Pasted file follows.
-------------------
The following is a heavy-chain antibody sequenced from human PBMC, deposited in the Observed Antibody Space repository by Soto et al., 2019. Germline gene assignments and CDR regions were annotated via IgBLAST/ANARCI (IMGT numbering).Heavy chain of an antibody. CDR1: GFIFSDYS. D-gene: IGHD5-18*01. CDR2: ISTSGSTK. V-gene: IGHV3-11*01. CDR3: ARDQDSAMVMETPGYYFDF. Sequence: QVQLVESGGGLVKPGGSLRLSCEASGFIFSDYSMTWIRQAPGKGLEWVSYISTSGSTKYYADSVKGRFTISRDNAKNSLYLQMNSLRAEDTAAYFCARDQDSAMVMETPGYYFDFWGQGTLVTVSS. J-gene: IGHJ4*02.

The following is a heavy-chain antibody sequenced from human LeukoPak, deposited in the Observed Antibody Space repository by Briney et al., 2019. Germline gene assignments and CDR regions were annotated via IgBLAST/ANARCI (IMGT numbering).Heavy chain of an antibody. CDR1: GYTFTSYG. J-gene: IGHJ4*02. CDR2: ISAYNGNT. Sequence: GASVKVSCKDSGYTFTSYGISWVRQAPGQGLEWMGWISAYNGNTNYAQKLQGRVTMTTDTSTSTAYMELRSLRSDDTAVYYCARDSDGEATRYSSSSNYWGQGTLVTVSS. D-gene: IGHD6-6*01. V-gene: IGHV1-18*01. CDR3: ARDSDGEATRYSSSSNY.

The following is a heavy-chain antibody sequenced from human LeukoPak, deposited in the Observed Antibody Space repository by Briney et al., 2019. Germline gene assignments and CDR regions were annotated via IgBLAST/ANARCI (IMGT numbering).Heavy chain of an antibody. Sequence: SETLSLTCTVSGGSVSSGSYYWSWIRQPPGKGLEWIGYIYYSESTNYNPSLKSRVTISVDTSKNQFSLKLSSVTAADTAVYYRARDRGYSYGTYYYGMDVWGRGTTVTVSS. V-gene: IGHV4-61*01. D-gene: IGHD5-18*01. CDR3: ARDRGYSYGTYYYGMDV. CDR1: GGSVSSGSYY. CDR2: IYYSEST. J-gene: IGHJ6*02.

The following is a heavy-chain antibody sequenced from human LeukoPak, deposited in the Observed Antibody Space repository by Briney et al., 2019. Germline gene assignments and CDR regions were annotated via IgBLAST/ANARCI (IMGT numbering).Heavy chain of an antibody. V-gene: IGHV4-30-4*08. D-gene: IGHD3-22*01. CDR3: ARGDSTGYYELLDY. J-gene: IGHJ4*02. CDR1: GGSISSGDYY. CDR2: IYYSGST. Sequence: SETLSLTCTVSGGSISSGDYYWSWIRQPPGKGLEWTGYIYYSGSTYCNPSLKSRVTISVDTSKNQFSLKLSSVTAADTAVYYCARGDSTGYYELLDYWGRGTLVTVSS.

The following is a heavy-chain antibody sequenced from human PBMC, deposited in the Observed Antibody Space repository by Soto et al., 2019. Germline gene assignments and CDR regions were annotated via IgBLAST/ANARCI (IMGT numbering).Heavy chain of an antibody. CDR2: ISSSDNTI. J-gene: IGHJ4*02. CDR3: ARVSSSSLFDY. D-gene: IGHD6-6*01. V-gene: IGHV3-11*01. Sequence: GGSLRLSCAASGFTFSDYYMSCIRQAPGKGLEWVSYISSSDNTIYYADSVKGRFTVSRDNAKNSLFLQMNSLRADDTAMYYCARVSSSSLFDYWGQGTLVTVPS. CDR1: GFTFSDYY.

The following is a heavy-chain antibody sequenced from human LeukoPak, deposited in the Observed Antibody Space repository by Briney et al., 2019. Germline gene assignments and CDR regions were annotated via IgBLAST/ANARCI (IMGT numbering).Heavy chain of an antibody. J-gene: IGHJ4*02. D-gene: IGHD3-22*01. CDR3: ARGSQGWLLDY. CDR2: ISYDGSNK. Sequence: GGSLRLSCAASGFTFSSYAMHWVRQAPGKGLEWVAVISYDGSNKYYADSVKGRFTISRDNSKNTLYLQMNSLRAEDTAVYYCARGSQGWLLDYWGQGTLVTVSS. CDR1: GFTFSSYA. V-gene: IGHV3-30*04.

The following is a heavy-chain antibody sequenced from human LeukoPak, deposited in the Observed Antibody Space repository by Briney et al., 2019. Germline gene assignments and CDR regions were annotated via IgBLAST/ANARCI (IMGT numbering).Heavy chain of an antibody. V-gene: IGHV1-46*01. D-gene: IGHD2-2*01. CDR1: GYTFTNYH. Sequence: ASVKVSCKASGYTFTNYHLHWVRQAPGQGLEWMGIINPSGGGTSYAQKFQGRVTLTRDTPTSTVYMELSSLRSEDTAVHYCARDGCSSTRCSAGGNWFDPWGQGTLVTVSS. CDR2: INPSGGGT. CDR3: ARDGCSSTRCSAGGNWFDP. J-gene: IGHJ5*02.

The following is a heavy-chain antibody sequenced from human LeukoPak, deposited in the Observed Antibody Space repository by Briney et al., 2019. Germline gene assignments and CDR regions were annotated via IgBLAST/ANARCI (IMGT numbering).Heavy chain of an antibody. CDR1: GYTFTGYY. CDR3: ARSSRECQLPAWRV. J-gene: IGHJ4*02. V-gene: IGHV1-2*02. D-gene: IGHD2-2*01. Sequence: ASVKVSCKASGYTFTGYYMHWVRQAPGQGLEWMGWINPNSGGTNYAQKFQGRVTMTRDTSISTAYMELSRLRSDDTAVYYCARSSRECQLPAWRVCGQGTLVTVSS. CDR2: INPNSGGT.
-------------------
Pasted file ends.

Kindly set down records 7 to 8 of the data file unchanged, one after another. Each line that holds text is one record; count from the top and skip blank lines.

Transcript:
The following is a heavy-chain antibody sequenced from human LeukoPak, deposited in the Observed Antibody Space repository by Briney et al., 2019. Germline gene assignments and CDR regions were annotated via IgBLAST/ANARCI (IMGT numbering).Heavy chain of an antibody. V-gene: IGHV1-46*01. D-gene: IGHD2-2*01. CDR1: GYTFTNYH. Sequence: ASVKVSCKASGYTFTNYHLHWVRQAPGQGLEWMGIINPSGGGTSYAQKFQGRVTLTRDTPTSTVYMELSSLRSEDTAVHYCARDGCSSTRCSAGGNWFDPWGQGTLVTVSS. CDR2: INPSGGGT. CDR3: ARDGCSSTRCSAGGNWFDP. J-gene: IGHJ5*02.

The following is a heavy-chain antibody sequenced from human LeukoPak, deposited in the Observed Antibody Space repository by Briney et al., 2019. Germline gene assignments and CDR regions were annotated via IgBLAST/ANARCI (IMGT numbering).Heavy chain of an antibody. CDR1: GYTFTGYY. CDR3: ARSSRECQLPAWRV. J-gene: IGHJ4*02. V-gene: IGHV1-2*02. D-gene: IGHD2-2*01. Sequence: ASVKVSCKASGYTFTGYYMHWVRQAPGQGLEWMGWINPNSGGTNYAQKFQGRVTMTRDTSISTAYMELSRLRSDDTAVYYCARSSRECQLPAWRVCGQGTLVTVSS. CDR2: INPNSGGT.